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Outsiders vs. Insiders: Mitch McConnell’s ruling class chickens roosting comfortably in DC

Have Senate Majority Leader Mitch McConnell’s establishment chickens finally come home to roost?

The answer depends on your point-of-view. If you’re a liberal you’re likely clucking at the ineptitude of the Republican Senate to pass any semblance of Obamacare repeal and replace. Similarly, if you’re a member of the Washington establishment you’re applauding the fact that a few GOP senators were willing and able to Chickens roostingbuck McConnell and join every single Democrat to prevent the repeal of even the tiniest smidgen of the crumbling Obama-era healthcare law.

But if you’re a conservative proponent of a constitutionally limited and restrained efficiently-run government you’re furious that McConnell couldn’t find a way – any way – to pressure a few antagonists into lending their support for the basic concept of reforming healthcare.

And if you’re President Trump you’re now up in New Jersey (on a “working vacation”) looking back on your first half year in office wondering why you should have to explain to everyone within shouting distance why none of the big agenda items from last year’s campaign have managed to make it to your desk for a signature.

All fingers point to the puffy-faced bespectacled establishmentarian Mitch McConnell. And Trump let his unhappiness with the Senate leader be known late last week through his favorite communications medium, Twitter.

Louis Nelson of Politico reported, “President Donald Trump continued his Twitter campaign against Senate Majority Leader Mitch McConnell Thursday morning, complaining online that the Kentucky Republican ‘couldn’t get it done’ on repealing and replacing Obamacare…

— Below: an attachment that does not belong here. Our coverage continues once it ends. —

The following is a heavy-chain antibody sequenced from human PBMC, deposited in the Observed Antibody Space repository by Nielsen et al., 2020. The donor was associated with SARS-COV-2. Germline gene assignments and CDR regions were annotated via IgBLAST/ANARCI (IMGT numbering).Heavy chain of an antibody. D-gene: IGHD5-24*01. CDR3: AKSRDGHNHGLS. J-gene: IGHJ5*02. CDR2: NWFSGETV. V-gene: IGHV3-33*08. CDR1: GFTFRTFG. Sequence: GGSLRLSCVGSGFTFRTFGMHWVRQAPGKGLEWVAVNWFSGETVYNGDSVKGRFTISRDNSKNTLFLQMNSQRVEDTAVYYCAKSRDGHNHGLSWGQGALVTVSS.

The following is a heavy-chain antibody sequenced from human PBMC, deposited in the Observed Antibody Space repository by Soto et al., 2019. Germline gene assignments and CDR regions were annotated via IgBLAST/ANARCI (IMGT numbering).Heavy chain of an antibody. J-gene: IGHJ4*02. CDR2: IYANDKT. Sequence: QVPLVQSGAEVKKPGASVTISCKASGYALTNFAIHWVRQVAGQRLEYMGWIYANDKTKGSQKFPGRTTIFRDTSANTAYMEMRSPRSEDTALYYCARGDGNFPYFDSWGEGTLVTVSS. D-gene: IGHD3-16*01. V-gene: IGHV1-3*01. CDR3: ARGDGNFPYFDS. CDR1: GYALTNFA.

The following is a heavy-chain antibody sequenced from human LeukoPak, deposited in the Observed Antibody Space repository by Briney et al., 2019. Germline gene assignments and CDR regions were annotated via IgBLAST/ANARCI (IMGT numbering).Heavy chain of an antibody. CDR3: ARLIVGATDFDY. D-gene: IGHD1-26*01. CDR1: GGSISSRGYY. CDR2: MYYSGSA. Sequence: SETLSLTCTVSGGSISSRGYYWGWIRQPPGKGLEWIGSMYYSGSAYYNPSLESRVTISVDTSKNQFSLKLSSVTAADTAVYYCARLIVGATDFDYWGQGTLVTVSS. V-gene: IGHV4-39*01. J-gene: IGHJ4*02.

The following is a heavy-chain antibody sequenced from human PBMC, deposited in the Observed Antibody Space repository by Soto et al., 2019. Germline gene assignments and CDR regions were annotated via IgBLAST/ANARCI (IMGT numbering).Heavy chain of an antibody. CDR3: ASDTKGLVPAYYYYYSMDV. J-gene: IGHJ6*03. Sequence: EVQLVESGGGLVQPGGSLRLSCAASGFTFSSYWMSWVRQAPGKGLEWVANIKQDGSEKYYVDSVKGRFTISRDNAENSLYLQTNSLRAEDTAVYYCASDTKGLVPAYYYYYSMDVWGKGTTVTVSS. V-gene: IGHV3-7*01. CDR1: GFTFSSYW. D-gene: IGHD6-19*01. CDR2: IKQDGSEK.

“It was the second consecutive day that Trump lashed out against the majority leader over the GOP’s failure last month to advance legislation to repeal and replace Obamacare, a promise that Republican Congressional candidates across the country have run on for more than seven years and one that Trump made a major part of his own presidential campaign.”

Nelson also reported McConnell had indicated earlier in the week that Trump had “excessive expectations” about the pace of legislation. Meanwhile, establishment spokesmen maintain the president and McConnell continue to have a very good working relationship.

There’s little reason to doubt the two Republicans have a hospitable working coexistence. McConnell certainly must be grateful to Trump for saving his skin with the conservative base last November when by all appearances it looked like he was going to be demoted to Minority Leader again when the Democrats took over everything after the election.

Thankfully it didn’t happen that way. McConnell retained the seat of power due to Trump’s electoral strength in a number of key states. The only question remaining at that point was whether the establishment figurehead from Kentucky would be able to deliver on promises he’d made for years – not only concerning Obamacare repeal but also in advancing the conservative agenda.